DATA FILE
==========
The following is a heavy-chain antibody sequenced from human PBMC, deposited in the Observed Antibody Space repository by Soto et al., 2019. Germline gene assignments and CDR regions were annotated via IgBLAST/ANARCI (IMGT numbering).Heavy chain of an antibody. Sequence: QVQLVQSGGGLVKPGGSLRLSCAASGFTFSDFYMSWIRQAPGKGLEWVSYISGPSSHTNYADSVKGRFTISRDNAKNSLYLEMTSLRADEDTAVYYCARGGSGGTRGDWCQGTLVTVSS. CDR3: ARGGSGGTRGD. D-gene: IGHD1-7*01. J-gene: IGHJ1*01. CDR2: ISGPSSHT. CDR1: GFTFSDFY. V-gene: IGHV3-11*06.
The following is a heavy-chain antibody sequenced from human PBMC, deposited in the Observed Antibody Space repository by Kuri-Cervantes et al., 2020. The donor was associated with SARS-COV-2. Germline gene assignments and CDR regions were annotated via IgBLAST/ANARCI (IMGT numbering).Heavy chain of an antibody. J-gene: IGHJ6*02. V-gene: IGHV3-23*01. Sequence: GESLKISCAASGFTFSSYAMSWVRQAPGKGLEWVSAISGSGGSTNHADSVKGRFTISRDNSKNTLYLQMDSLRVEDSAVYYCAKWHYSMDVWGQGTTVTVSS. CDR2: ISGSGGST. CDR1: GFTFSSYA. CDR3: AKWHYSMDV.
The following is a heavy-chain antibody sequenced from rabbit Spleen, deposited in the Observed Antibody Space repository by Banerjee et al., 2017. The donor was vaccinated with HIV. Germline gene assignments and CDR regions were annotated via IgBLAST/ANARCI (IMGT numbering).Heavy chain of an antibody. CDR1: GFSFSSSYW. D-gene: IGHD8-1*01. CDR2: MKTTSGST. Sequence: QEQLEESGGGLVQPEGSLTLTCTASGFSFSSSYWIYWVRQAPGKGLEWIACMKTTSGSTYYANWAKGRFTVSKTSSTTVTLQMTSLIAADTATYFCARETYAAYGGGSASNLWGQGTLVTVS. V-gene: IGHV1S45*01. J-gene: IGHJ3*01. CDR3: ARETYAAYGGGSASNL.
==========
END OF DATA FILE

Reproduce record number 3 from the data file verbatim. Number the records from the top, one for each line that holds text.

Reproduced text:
The following is a heavy-chain antibody sequenced from rabbit Spleen, deposited in the Observed Antibody Space repository by Banerjee et al., 2017. The donor was vaccinated with HIV. Germline gene assignments and CDR regions were annotated via IgBLAST/ANARCI (IMGT numbering).Heavy chain of an antibody. CDR1: GFSFSSSYW. D-gene: IGHD8-1*01. CDR2: MKTTSGST. Sequence: QEQLEESGGGLVQPEGSLTLTCTASGFSFSSSYWIYWVRQAPGKGLEWIACMKTTSGSTYYANWAKGRFTVSKTSSTTVTLQMTSLIAADTATYFCARETYAAYGGGSASNLWGQGTLVTVS. V-gene: IGHV1S45*01. J-gene: IGHJ3*01. CDR3: ARETYAAYGGGSASNL.